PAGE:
Mov­ing on

Governance Now - - BRIEFINGS - Arvind Subra­ma­nian on his penul­ti­mate day in of­fice

“To­mor­row is my last day in of­fice as the chief eco­nomic ad­vi­sor (cea) to the gov­ern­ment of in­dia, a job of enor­mous re­spon­si­bil­ity, op­por­tu­nity, ex­cite­ment and of course, pres­tige. i must not in­dulge in re­flec­tion that risks turn­ing sen­ti­men­tal. i should prob­a­bly fol­low Ts eliot in ‘lit­tle gid­ding’: “I am not ea­ger to re­hearse My thoughts and the­ory which you have for­got­ten. Th­ese things have served their pur­pose: let them be.”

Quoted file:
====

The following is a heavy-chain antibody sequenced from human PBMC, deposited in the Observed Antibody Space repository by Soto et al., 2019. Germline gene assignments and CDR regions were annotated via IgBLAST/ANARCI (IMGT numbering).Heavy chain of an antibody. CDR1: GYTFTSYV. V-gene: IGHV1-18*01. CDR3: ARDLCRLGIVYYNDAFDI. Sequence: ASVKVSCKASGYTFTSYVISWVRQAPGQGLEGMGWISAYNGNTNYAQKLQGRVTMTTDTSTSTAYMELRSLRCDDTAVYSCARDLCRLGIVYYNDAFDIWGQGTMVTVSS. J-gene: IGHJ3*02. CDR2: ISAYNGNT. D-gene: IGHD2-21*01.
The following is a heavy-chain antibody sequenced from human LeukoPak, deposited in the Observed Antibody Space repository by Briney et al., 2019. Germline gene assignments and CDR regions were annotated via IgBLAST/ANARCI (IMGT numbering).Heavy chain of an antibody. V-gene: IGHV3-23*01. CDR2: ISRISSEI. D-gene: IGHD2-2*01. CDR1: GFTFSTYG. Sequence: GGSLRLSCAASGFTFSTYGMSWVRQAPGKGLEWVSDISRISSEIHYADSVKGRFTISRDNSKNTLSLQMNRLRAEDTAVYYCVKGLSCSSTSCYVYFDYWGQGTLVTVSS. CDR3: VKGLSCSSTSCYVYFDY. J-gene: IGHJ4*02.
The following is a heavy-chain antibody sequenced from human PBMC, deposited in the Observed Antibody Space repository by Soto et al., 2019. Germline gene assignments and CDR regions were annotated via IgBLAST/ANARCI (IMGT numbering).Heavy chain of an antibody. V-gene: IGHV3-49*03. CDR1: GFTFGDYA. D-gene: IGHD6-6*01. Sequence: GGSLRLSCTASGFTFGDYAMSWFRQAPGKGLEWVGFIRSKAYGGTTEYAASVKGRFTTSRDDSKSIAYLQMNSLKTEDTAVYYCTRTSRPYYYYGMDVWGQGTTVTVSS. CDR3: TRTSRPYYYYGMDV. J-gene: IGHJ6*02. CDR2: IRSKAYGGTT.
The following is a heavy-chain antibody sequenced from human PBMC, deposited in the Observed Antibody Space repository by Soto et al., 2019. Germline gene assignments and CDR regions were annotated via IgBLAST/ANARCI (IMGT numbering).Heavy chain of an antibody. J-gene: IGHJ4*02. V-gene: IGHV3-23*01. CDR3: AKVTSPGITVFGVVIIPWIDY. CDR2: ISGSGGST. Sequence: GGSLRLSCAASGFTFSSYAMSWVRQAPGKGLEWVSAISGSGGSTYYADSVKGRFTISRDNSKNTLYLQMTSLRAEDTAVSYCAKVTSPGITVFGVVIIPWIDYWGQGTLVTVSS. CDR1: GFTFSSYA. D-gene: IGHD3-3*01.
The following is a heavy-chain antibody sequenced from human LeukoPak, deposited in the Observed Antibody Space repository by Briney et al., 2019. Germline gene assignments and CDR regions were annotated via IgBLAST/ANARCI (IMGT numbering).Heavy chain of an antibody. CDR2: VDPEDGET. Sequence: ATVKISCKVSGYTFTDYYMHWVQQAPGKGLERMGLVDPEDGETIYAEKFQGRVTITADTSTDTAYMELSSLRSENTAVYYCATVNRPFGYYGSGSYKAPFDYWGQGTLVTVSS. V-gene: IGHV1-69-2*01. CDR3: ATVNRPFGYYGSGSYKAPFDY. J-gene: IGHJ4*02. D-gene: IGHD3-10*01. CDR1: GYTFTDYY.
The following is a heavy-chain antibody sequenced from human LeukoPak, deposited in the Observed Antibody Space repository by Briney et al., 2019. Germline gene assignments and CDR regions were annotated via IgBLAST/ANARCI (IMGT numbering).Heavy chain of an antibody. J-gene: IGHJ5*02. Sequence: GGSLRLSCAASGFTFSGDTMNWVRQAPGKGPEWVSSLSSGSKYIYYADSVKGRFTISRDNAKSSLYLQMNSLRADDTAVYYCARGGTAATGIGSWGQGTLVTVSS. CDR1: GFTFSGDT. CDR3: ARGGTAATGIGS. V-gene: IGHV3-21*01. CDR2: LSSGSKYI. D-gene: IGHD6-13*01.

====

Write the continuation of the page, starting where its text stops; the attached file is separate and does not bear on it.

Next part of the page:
But i am not de­tached enough to do so. and the truth is that this is too poignant and fraught a mo­ment — leav­ing the best job i have ever had and prob­a­bly ever will — to not mark it with some re­flec­tion. Not as a ret­ro­spec­tive, self-in­dul­gent litany of my own achieve­ments and short­com­ings but on the role of the cea more gen­er­ally, with prospec­tive lessons for those who may come to oc­cupy it in fu­ture. ev­ery in­dian econ­o­mist who has even a shred of pol­icy pre­ten­sion as­pires to this job. some (many?) covet it fe­ro­ciously. i was lucky enough for my dream to be ful­filled, an in­ter­loper ap­pended to a lin­eage of il­lus­tri­ous­ness: from ig Pa­tel, VK ramaswami, Man­mo­han singh, ashok Mi­tra, Bi­mal Jalan, shankar acharya in the early years, to Kaushik Basu and raghu­ram ra­jan more re­cently. When I look at the board in my of­fice room in North Block — squeezed be­tween por­traits of Tagore, gandhi, and nehru — list­ing the names of my pre­de­ces­sors, i am re­minded of the Patek Philippe line ‘You never ac­tu­ally own a Patek Philippe. You merely look af­ter it for the next gen­er­a­tion.’ sim­i­larly, as the cea, i came to re­alise that i was merely the cus­to­dian of a sacred tra­di­tion and re­spon­si­ble for up­hold­ing it hon­ourably (and, at the same time, pet­ri­fied of de­bas­ing it).”

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